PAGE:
Thursday, August 2, 2012

Dipping a Toe into Conformation

This past weekend, T.A.R.D.I.S. and I got our feet wet with the UKC Conformation trial at IPOC. I mentioned previously that I am a complete novice at this, and I had no idea what to expect.

Although I tried searching the web for details on what to really expect, I couldn't really what I was looking for. So, I'm attempting to fill that gap with this post. Here's what I learned, what I did, and what I wish I had known ahead of time.

For starters, my breeder has been an amazing, invaluable resource for me. Without her help, I don't know that I could have done as well, never mind the fact that without her, I wouldn't have my dog.

When I had asked her about grooming, she quickly told me to just bring him over to her house. I had no idea what to expect - my definition of grooming meant a bath, brushing, and a nail trim. That was NOT what she had in mind!

To her, grooming involved a bath - getting shampooed twice, with whitening shampoo, a blow dry, hair product and chalking, trimming the hair on his paws, and brushing him. He lost quite a bit of hair in the process! She put in product and chalk for me - with the understanding that I need to brush it out pre-show, to help him stay a little cleaner and fluffier as this was done Friday evening before the shows.

To better illustrate the difference - this is my dog, stacked, pre-grooming:

Handsome boy right here, but....

He's handsome enough, but compare it to this:

Holy cow Batman, where did my puppy go?!

And it's night and day. After my breeder was done wit him, he looked AMAZING - like one of those dogs who you know, win stuff.

If you want my advice - when you're going to show your dog? Learn how to groom them! Let your breeder help you - hence the emphasis on always being sure to select a GOOD breeder who knows her breed. If I had shown T.A.R.D.I.S. looking like the original photo compared to a dog who looked like the second? It should be obvious who would have won!

Once he was groomed, we took him home and were tasked with keeping him clean. Do you know how hard it is to keep a one year old puppy clean? One who wants to roll in fresh mud, and fresh cut grass? Poor guy had to stay on a leash, and was confined to being mostly indoors.

The next morning, I had to be sure to brush him again, deal with any cowlicks, and dust off some of the extra chalk. I showed up early - 8:45 AM for a show that didn't start until 9:30. I wanted to be sure I knew when to go in - I was basing this off what I know for an obedience or rally trial.

Which this was not! When I got there, I checked in, expecting a schedule. Knowing when I should report to ring side. I was given a number, but no schedule. They don't give you one. They put up on a board near each ring the order of groups - like Northern, Companion, Herding, Gun, etc. (I hope you know what group your dog is in, too!)

T.A.R.D.I.S. fell into the herding group both days - so even though day two reversed the order, his group was about the middle, so it was the same place both days.

Then I realized... he was... the only Corgi. The only Corgi. He was going to get first place no matter what he did! With a little bit of relief, I sat down with a group of fellow competitors and my husband and friends, and we chatted - until it was time to get T.A.R.D.I.S. ready. When I saw the group ahead of us moving through their Group - I told my husband to take T.A.R.D.I.S. out to the bathroom. When he came back, I brushed him out again, made sure he didn't have any pee on his undercoat or front paws (I realize this sounds gross. But he is a male dog that is low to the ground, and when he tries to pee, bless him, he sometimes gets it on his underbelly fur, or on the backs of his front paws.), and went to wait ring side for my turn.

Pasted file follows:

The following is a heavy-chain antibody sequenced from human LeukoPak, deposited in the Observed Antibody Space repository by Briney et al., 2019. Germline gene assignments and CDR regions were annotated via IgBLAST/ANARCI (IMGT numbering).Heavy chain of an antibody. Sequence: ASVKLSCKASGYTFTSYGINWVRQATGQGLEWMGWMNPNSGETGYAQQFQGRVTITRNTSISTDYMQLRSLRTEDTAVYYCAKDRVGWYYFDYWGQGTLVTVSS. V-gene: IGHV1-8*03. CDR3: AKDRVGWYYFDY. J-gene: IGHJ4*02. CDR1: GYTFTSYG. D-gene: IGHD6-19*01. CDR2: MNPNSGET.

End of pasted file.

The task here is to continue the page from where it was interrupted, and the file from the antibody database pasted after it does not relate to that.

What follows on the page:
I was extremely nervous going in. Although I had a team of friends cheering me on, I couldn't shake my nerves. Lesson to be learned about dogs right here - if you are nervous, your dog is too. Your leash transfers your emotions right into the dog.

We started out okay, although I had trouble gaiting him correctly. I should have practiced more, and I will be sure to do so before the next show. I also need to learn to free-stack him better. Currently, we mostly train for obedience, so his default action is a 'sit'.

The around the ring was okay. The judge checking out his teeth was okay. Although silly looking.

See his pearly whites?

Now, here's something I'll tell you that is a little secret of mine for getting over your nerves.

Imagine the worst thing that can happen to you. Something really embarrassing. Like, say your dog poops in the ring on your first go out.

Because that happened.

It happened and it was mortifying. My nerves transferred down my leash, into my dog, and ... and he pooped in the ring. Now, I've only shown in obedience before, and if you 'go' in the ring, you are automatically NQ'd (Not Qualifying). I almost broke down in tears, because I thought... he's the only dog in the ring, and he still lost!

Fortunately, my breeder was present and she swooped in to help me clean it up, assure me it was okay - and then the judge handed me my dog's leash again, and told me to take him around.

What's this? Still? Yes, still. Going in the ring in Conformation, apparently, does not NQ you.

And since he was the only dog present, he won First Place, Best Male, and Best in Breed! Not bad, right?

Since he took Best in Breed, this also meant he was going to advance to Group. So, repeat the nerves.

I did have to wait until the rest of the herding dogs showed, so that the Best in Breed could be determined for each one, and then each Best in Breed would be put together in Group. There were several dogs in our Group (I did not actually count them... I was nervous), and I was a nervous wreck showing him against other dogs.